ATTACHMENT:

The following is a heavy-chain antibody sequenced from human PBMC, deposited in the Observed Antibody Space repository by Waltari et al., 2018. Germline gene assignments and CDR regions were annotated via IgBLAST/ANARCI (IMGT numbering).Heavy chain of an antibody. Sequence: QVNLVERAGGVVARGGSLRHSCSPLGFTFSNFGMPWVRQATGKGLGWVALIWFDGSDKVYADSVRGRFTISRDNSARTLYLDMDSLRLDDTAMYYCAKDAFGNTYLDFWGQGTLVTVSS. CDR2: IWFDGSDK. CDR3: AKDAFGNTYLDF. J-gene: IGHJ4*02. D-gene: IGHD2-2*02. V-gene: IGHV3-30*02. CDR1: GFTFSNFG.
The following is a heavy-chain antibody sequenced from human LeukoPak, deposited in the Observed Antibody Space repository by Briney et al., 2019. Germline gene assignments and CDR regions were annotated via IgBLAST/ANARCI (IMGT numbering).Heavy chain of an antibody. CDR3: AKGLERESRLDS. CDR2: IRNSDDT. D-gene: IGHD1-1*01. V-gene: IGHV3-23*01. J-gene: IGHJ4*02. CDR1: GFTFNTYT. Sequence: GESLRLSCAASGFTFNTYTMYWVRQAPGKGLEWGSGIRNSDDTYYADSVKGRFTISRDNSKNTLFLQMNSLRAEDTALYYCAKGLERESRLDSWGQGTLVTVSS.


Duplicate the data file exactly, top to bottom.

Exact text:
The following is a heavy-chain antibody sequenced from human PBMC, deposited in the Observed Antibody Space repository by Waltari et al., 2018. Germline gene assignments and CDR regions were annotated via IgBLAST/ANARCI (IMGT numbering).Heavy chain of an antibody. Sequence: QVNLVERAGGVVARGGSLRHSCSPLGFTFSNFGMPWVRQATGKGLGWVALIWFDGSDKVYADSVRGRFTISRDNSARTLYLDMDSLRLDDTAMYYCAKDAFGNTYLDFWGQGTLVTVSS. CDR2: IWFDGSDK. CDR3: AKDAFGNTYLDF. J-gene: IGHJ4*02. D-gene: IGHD2-2*02. V-gene: IGHV3-30*02. CDR1: GFTFSNFG.
The following is a heavy-chain antibody sequenced from human LeukoPak, deposited in the Observed Antibody Space repository by Briney et al., 2019. Germline gene assignments and CDR regions were annotated via IgBLAST/ANARCI (IMGT numbering).Heavy chain of an antibody. CDR3: AKGLERESRLDS. CDR2: IRNSDDT. D-gene: IGHD1-1*01. V-gene: IGHV3-23*01. J-gene: IGHJ4*02. CDR1: GFTFNTYT. Sequence: GESLRLSCAASGFTFNTYTMYWVRQAPGKGLEWGSGIRNSDDTYYADSVKGRFTISRDNSKNTLFLQMNSLRAEDTALYYCAKGLERESRLDSWGQGTLVTVSS.